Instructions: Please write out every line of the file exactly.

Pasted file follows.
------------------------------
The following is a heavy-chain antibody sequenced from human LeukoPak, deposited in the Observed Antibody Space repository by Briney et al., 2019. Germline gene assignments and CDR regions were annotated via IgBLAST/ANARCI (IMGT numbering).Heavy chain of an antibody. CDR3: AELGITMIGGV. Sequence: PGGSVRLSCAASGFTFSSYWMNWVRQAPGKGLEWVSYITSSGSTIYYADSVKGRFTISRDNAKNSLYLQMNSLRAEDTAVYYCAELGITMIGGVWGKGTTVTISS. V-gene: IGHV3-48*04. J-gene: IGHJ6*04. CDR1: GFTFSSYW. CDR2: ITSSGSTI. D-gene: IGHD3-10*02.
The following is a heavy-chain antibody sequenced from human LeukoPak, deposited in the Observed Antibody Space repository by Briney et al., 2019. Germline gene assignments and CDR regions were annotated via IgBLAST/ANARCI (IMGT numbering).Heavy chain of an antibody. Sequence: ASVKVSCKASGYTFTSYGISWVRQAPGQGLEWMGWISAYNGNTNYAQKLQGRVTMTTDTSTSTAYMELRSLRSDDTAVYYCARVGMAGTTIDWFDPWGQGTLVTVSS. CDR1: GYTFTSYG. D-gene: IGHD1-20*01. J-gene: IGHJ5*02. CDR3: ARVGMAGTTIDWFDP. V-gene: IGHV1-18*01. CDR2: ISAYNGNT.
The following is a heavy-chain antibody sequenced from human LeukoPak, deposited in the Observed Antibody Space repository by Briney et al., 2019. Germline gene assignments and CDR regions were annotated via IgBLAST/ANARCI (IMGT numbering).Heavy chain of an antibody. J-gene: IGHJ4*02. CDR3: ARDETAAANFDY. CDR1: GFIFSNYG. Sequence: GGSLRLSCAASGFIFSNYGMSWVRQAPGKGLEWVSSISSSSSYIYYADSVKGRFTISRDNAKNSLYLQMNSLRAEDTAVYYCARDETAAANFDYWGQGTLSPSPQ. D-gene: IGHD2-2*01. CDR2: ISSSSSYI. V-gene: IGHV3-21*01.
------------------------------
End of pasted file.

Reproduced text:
The following is a heavy-chain antibody sequenced from human LeukoPak, deposited in the Observed Antibody Space repository by Briney et al., 2019. Germline gene assignments and CDR regions were annotated via IgBLAST/ANARCI (IMGT numbering).Heavy chain of an antibody. CDR3: AELGITMIGGV. Sequence: PGGSVRLSCAASGFTFSSYWMNWVRQAPGKGLEWVSYITSSGSTIYYADSVKGRFTISRDNAKNSLYLQMNSLRAEDTAVYYCAELGITMIGGVWGKGTTVTISS. V-gene: IGHV3-48*04. J-gene: IGHJ6*04. CDR1: GFTFSSYW. CDR2: ITSSGSTI. D-gene: IGHD3-10*02.
The following is a heavy-chain antibody sequenced from human LeukoPak, deposited in the Observed Antibody Space repository by Briney et al., 2019. Germline gene assignments and CDR regions were annotated via IgBLAST/ANARCI (IMGT numbering).Heavy chain of an antibody. Sequence: ASVKVSCKASGYTFTSYGISWVRQAPGQGLEWMGWISAYNGNTNYAQKLQGRVTMTTDTSTSTAYMELRSLRSDDTAVYYCARVGMAGTTIDWFDPWGQGTLVTVSS. CDR1: GYTFTSYG. D-gene: IGHD1-20*01. J-gene: IGHJ5*02. CDR3: ARVGMAGTTIDWFDP. V-gene: IGHV1-18*01. CDR2: ISAYNGNT.
The following is a heavy-chain antibody sequenced from human LeukoPak, deposited in the Observed Antibody Space repository by Briney et al., 2019. Germline gene assignments and CDR regions were annotated via IgBLAST/ANARCI (IMGT numbering).Heavy chain of an antibody. J-gene: IGHJ4*02. CDR3: ARDETAAANFDY. CDR1: GFIFSNYG. Sequence: GGSLRLSCAASGFIFSNYGMSWVRQAPGKGLEWVSSISSSSSYIYYADSVKGRFTISRDNAKNSLYLQMNSLRAEDTAVYYCARDETAAANFDYWGQGTLSPSPQ. D-gene: IGHD2-2*01. CDR2: ISSSSSYI. V-gene: IGHV3-21*01.